A Connecticut Yankee in King Arthur's Court

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OUP Oxford, Oct 1, 1998 - Fiction - 400 pages
33 Reviews
When A Connecticut Yankee at King Arthur's Court was published in 1889, Mark Twain was undergoing a series of personal and professional crises. Thus what began as a literary burlesque of British chivalry and culture grew into a disturbing satire of modern technology and social thought. The story of Hank Morgan, a nineteenth-century American who is accidentally returned to sixth-century England, is a powerful analysis of such issues as monarchy versus democracy and free will versus determinism, but it is also one of Twain's finest comic novels, still fresh and funny after more than 100 years. In his introduction, M. Thomas Inge shows how A Connecticut Yankee develops from comedy to tragedy and so into a novel that remains a major literary and cultural text for new generations of readers. This edition reproduces a number of the original drawings by Dan Beard, of whom Twain said `he not only illustrates the text but he illustrates my thoughts'. ABOUT THE SERIES: For over 100 years Oxford World's Classics has made available the widest range of literature from around the globe. Each affordable volume reflects Oxford's commitment to scholarship, providing the most accurate text plus a wealth of other valuable features, including expert introductions by leading authorities, helpful notes to clarify the text, up-to-date bibliographies for further study, and much more.
 

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LibraryThing Review

User Review  - BookConcierge - LibraryThing

Audio book performed by William Defris Hank Morgan is an engineer and machinist in 1879 Connecticut. After a blow to the head that knocks him unconscious, he awakens beneath a tree and discovers he ... Read full review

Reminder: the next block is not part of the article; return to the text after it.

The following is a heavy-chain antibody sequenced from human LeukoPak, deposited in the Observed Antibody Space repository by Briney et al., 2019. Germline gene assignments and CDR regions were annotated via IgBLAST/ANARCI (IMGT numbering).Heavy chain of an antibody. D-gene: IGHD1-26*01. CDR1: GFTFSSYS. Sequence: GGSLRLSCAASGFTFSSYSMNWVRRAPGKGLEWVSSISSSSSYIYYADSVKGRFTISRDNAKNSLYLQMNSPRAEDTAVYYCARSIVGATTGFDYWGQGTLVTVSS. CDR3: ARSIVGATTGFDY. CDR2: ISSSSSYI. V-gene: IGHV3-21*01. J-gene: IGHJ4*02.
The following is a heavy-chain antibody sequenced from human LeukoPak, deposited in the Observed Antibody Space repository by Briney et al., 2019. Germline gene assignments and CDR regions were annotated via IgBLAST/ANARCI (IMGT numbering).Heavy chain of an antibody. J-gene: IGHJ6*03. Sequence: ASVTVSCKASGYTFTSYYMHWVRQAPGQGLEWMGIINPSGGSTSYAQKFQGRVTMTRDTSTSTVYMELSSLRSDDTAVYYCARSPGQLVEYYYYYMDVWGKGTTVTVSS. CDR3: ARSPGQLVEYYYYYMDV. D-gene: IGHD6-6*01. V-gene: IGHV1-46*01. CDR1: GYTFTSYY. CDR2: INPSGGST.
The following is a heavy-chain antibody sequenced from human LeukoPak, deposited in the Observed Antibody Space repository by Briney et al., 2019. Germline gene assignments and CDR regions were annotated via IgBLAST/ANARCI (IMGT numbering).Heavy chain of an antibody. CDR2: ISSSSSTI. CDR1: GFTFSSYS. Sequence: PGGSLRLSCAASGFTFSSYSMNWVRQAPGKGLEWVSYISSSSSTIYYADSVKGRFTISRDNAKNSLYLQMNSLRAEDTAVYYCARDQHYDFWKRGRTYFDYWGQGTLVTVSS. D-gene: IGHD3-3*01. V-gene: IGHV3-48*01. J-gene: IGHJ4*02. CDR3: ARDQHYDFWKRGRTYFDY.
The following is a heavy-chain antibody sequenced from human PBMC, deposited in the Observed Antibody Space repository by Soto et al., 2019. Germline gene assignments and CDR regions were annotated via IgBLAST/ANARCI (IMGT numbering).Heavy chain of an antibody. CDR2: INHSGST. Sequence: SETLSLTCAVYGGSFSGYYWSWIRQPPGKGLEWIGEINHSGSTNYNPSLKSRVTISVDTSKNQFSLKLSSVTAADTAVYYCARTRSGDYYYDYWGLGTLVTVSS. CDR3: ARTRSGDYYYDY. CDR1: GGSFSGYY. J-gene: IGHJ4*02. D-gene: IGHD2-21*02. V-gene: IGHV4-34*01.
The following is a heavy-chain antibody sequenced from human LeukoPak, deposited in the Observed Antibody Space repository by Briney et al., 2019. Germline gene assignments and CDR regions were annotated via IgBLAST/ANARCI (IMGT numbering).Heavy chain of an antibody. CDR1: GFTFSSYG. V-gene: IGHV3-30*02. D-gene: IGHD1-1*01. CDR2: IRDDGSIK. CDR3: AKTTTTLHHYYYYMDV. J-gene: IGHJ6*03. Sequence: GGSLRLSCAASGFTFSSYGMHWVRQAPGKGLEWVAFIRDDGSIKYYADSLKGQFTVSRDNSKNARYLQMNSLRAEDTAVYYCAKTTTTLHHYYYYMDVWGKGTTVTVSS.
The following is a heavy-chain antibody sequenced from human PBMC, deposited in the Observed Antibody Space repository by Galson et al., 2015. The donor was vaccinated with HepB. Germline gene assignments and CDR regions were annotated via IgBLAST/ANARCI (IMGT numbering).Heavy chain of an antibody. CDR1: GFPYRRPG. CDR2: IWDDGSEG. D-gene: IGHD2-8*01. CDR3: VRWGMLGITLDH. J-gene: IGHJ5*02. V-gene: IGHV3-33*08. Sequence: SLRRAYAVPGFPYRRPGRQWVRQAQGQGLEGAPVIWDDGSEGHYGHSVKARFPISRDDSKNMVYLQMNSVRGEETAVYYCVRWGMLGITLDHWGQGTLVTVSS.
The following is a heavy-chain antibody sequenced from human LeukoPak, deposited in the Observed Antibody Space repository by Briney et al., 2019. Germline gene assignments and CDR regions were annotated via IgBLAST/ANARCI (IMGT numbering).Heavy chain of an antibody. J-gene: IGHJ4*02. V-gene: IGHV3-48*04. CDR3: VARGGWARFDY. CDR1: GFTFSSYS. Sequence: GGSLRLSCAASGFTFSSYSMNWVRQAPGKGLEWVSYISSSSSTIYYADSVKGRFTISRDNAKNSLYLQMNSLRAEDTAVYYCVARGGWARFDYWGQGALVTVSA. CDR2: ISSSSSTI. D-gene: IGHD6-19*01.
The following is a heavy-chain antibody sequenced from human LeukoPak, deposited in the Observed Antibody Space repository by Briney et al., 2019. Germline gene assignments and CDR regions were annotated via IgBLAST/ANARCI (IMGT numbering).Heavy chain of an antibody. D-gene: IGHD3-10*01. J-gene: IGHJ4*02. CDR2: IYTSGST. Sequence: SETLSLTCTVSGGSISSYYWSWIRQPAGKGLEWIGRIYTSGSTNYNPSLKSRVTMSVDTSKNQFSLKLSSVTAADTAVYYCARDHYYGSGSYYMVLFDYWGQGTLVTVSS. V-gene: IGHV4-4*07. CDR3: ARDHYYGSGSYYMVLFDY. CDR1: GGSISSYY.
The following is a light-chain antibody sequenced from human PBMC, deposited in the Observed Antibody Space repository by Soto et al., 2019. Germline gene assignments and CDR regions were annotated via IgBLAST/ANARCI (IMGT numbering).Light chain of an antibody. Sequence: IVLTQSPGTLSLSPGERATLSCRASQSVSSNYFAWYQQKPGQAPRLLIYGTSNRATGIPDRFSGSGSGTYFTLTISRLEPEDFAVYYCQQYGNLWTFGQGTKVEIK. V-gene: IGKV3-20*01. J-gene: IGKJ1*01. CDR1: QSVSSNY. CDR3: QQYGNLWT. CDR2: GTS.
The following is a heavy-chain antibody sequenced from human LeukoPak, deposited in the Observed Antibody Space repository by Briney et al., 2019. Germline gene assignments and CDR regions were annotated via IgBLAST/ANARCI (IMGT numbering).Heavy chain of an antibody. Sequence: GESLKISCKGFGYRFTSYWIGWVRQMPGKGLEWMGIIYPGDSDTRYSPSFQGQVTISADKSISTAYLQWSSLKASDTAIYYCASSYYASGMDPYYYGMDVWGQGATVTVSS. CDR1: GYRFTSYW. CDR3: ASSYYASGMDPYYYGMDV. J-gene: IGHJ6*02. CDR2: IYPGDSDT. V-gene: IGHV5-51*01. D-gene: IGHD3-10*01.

LibraryThing Review

User Review  - buffalogr - LibraryThing

A time travel book, the first? Clemens' view of the 6th century from the 19th is amazing. And, I was in awe that the words he used in the 19th century are good in the 21st...slang for example. This is ... Read full review

Contents

PREFACE
A WORD OF EXPLANATION
CHAPTER ICAMELOT
CHAPTER IIKING ARTHURS COURT
CHAPTER IIIKNIGHTS OF THE TABLE ROUND
CHAPTER IVSIR DINADAN THE HUMORIST
CHAPTER VAN INSPIRATION
CHAPTER VITHE ECLIPSE
CHAPTER XXIVA RIVAL MAGICIAN
CHAPTER XXVA COMPETITIVE EXAMINATION
CHAPTER XXVITHE FIRST NEWSPAPER
CHAPTER XXVIITHE YANKEE AND THE KING TRAVEL INCOGNITO
CHAPTER XXVIIIDRILLING THE KING
CHAPTER XXIXTHE SMALLPOX HUT
CHAPTER XXXTHE TRAGEDY OF THE MANORHOUSE
CHAPTER XXXIMARCO

CHAPTER VIIMERLINS TOWER
CHAPTER VIIITHE BOSS
CHAPTER IXTHE TOURNAMENT
CHAPTER XBEGINNINGS OF CIVILIZATION
CHAPTER XITHE YANKEE IN SEARCH OF ADVENTURES
CHAPTER XIISLOW TORTURE
CHAPTER XIIIFREEMEN
CHAPTER XIVDEFEND THEE LORD
CHAPTER XVSANDYS TALE
CHAPTER XVIMORGAN LE FAY
CHAPTER XVIIA ROYAL BANQUET
CHAPTER XVIIIIN THE QUEENS DUNGEONS
CHAPTER XIXKNIGHTERRANTRY AS A TRADE
CHAPTER XXTHE OGRES CASTLE
CHAPTER XXITHE PILGRIMS
CHAPTER XXIITHE HOLY FOUNTAIN
CHAPTER XXIIIRESTORATION OF THE FOUNTAIN
CHAPTER XXXIIDOWLEYS HUMILIATION
CHAPTER XXXIIISIXTH CENTURY POLITICAL ECONOMY
CHAPTER XXXIVTHE YANKEE AND THE KING SOLD AS SLAVES
CHAPTER XXXVA PITIFUL INCIDENT
CHAPTER XXXVIAN ENCOUNTER IN THE DARK
CHAPTER XXXVIIAN AWFUL PREDICAMENT
CHAPTER XXXVIIISIR LAUNCELOT AND KNIGHTS TO THE RESCUE
CHAPTER XXXIXTHE YANKEES FIGHT WITH THE KNIGHTS
CHAPTER XLTHREE YEARS LATER
CHAPTER XLITHE INTERDICT
CHAPTER XLIIWAR
CHAPTER XLIIITHE BATTLE OF THE SANDBELT
CHAPTER XLIVA POSTSCRIPT BY CLARENCE
EXPLANATORY NOTES
THE WORLDS CLASSICS
Copyright

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About the author (1998)

M. Thomas Inge is Robert Emory Blackwell Professor of the Humanities at Randolph-Macon College, Ashland, Virginia. He has received awards from the American Humor Studies Association and the Mark Twain Circle for his contribution to the study of American humour and Mark Twain.

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